"I'd rather live on my own than live with a face that looks at me with the wrong eyes."
— Jane Birkin
Things you want to know this week
1. MaXhosa Africa, the unique and colourful brand of Laduma Ngxokolo — the Eastern Cape designer who originally designed the Xhosa knitting patterns as a solution for amakrwala wear (for young men who have completed the initiation process) — opens its first standalone store in New York's Soho district on February 24.
2. The alleged collaboration between Lego, Hermes and Burberry went viral when it was revealed that this so-called collab was fabricated by an AI tool. As always with fake news, double-check that something is authentic (authentic is the authoritative Merriam-Webster dictionary's word of the year) or it could cost you dearly. The AI tool should be tucked away somewhere in a corner of the page.
Looking for South African gifts
1. You can't have enough baskets. For the most beautiful woven baskets, containers, hats and homeware, look no further than Design Afrika which Binky Newman has run since 1995. The baskets are collected all over Africa. It's the first stop in South Africa for Milanese design curator Rossana Orlandi and other European designer stores.
2. Infused olive oils are the perfect gift for foodies, drenched in flavours such as walnut, mint and pecan. There's also a smoked range infused with with chilli and garlic or wild garlic and rosemary. African Oils and Vinegar's beautifully packaged, sustainable products are made without chemicals, preservatives or colouring agents and are sourced from growers across South Africa. Prices vary between R100 and R150 for a 250ml can.
3. Ash and Mill skincare products and soaps are delicious. At the top of our list is the packaged cold-pressed soap made from plant oils. The range comes in flavours such as lemongrass and peppermint or cedar and cypress. At R90 per cookie, packed in packs of three. There are also body butters and liquid soaps sold in laboratory bottles.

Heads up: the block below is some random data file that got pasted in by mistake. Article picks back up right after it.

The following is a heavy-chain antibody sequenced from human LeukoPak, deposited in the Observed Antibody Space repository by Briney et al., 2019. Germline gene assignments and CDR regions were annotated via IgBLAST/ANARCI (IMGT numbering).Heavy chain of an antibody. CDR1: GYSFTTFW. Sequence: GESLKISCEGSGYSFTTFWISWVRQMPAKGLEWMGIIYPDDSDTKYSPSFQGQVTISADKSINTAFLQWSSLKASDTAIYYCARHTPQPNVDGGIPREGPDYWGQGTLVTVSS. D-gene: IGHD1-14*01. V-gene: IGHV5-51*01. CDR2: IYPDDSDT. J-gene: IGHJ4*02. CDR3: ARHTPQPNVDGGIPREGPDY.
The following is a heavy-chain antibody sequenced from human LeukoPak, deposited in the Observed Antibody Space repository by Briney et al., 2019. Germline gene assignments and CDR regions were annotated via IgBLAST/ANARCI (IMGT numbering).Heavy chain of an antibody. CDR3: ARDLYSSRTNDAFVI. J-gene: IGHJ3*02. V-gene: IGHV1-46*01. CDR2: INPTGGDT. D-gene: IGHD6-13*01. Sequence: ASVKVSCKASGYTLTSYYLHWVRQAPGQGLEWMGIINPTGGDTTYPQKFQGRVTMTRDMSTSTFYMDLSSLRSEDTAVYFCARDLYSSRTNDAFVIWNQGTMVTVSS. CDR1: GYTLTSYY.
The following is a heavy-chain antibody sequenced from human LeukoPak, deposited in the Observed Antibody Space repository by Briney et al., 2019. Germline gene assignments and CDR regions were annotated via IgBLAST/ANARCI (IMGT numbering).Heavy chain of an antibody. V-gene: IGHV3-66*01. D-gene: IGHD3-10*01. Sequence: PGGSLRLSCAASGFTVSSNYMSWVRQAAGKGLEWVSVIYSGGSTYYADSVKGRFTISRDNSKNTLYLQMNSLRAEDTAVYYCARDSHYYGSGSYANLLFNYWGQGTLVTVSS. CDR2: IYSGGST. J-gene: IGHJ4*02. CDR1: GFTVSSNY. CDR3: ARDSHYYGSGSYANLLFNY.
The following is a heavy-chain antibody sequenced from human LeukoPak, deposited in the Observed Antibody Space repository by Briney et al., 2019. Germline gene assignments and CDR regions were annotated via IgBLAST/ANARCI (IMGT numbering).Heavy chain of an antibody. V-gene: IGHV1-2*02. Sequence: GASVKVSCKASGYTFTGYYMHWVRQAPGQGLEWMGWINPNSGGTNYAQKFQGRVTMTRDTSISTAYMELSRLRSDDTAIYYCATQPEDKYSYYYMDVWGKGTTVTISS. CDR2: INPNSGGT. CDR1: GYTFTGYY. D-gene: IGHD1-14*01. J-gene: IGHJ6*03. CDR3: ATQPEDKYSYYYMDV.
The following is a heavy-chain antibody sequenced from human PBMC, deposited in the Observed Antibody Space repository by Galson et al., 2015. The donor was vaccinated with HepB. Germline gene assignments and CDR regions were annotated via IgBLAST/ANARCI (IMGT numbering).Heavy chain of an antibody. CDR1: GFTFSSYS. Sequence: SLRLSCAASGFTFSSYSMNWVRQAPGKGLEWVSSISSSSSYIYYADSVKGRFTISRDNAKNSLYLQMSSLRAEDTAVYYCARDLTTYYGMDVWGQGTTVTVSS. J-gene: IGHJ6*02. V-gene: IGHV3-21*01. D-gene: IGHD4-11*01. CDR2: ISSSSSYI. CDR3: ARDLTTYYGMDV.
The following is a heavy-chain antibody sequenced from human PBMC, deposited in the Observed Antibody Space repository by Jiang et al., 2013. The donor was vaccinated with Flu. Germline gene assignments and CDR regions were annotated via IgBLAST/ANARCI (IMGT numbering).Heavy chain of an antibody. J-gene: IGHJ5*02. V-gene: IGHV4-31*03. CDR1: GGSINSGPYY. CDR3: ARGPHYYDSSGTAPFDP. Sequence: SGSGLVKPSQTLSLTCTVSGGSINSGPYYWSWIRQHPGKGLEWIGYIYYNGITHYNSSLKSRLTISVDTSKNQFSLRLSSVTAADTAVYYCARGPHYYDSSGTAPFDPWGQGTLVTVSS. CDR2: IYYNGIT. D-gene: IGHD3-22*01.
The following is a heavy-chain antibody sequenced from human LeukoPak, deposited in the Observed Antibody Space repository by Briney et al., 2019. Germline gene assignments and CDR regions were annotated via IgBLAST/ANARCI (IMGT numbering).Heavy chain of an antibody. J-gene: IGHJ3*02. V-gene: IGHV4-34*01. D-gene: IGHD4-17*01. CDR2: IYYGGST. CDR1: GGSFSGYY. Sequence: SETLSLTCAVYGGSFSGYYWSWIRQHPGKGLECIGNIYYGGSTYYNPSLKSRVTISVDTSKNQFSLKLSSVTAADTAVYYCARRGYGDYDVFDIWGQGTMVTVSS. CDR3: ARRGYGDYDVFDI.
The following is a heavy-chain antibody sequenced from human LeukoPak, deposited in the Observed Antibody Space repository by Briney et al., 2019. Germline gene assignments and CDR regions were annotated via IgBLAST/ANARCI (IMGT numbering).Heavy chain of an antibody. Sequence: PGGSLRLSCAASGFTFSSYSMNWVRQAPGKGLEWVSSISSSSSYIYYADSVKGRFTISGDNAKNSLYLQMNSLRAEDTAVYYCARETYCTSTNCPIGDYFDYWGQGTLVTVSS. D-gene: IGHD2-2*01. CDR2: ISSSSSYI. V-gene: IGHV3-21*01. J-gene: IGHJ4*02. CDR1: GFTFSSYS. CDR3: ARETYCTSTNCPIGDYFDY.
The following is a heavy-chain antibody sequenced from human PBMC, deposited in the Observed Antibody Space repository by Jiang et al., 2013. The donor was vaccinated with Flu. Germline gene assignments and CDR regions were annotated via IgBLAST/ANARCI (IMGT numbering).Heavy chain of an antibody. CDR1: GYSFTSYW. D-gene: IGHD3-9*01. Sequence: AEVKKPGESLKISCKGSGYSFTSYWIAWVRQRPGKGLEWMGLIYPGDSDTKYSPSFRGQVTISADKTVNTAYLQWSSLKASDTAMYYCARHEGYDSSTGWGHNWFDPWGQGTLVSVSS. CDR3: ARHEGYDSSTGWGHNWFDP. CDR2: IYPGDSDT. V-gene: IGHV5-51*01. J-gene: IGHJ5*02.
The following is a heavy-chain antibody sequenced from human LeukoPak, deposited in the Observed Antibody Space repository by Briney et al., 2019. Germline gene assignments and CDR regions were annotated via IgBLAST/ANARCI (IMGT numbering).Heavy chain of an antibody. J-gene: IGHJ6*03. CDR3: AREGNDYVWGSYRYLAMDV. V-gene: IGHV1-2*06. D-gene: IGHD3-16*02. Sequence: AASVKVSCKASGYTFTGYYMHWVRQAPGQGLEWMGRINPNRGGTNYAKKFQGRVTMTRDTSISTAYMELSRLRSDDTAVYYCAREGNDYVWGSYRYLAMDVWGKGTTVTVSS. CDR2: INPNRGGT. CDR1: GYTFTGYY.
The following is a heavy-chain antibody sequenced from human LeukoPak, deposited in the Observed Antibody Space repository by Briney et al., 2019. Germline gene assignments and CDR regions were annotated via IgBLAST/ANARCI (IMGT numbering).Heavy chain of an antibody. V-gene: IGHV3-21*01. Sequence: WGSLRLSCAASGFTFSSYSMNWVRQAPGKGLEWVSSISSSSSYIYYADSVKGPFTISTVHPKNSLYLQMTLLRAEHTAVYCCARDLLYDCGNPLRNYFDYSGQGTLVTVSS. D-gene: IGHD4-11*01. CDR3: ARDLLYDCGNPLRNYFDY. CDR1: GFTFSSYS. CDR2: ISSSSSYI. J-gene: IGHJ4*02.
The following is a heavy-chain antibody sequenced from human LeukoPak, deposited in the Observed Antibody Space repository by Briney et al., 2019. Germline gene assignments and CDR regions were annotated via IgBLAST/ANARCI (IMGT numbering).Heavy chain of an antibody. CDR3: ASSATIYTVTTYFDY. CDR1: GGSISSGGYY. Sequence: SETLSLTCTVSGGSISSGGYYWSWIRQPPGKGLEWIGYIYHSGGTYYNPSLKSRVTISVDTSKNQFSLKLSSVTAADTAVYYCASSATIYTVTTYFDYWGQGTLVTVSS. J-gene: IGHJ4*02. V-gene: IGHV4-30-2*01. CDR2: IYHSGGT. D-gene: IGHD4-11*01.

4. Chommies has the most beautiful dog accessories for the most beautiful dogs. They range from leashes and harnesses to collars and travel mats and are handmade in Cape Town. The products are inspired by the colours of African horizons. They're not cheap and prices range from R450 to R2,500 — it just depends on how much you love your dog.
5. For all the plant aficionados, gift a bonsai tree or order your own and have it delivered to your door. Bonsaitree.co.za also sells the exotic American and tropical pitcher plants and Venus fly traps. Also on our list are a bonsai starter kit and unusual Japanese ceramic containers.
1. Get Gotti, new on Netflix, is a three-episode series that tells the story of the rise and fall of the flamboyant but ruthless Mob boss John Gotti. It depicts Gotti as well as the skilled members of the FBI and other law enforcement agencies that apprehended him. It's also a history lesson about a notorious period of crime in America. The cat and mouse tale is related with the help of evidence that has not been made known before.
2. In The True Cost on Waterbear, directors and sustainability campaigners Livia Firth and Lucy Siegle investigate the drastic reduction in clothing prices in recent decades and how it was achieved through exploitation of people and the environment. The scenes vary from glamorous fashion parades to the dire conditions of garment workers in numerous countries. Food for thought about the people who make our clothes.
If you haven't read it yet, I Dreamed of Africa by Kuki Gallmann is one of those books you can turn to again and again, especially when tragedy comes your way. It's a true story that takes place in Kenya and in which the most tragic circumstances give rise to an inspiring conservation project. The movie about the book, starring Kim Basinger, was a huge disappointment, but the book is precious.
Trend and health
The “shroom boom" is sweeping the planet. Mushrooms are popping up everywhere — in burgers, skin care products and coffee.
Health is the biggest reason for the increasing popularity of not only psychedelic mushrooms but also varieties such as dwarf shiitakes, oysters and chanterelles.
Scientists say mushrooms can improve brain health, digestion, immune function, recovery and longevity.
They are considered a superfood because they are rich in vitamins, minerals, fibre and bioactive compounds.
An 11-year study of more than 24,000 American adults showed that people who eat mushrooms have a lower incidence of depression and that psychedelic mushrooms are essential for learning and memory.
Another test on 663 seniors published in The Journal of Alzheimer's Disease showed that people who ate two or more servings of mushrooms a week had a 50% lower risk of mild cognitive impairment, a precursor of Alzheimer's disease.
♦ VWB ♦
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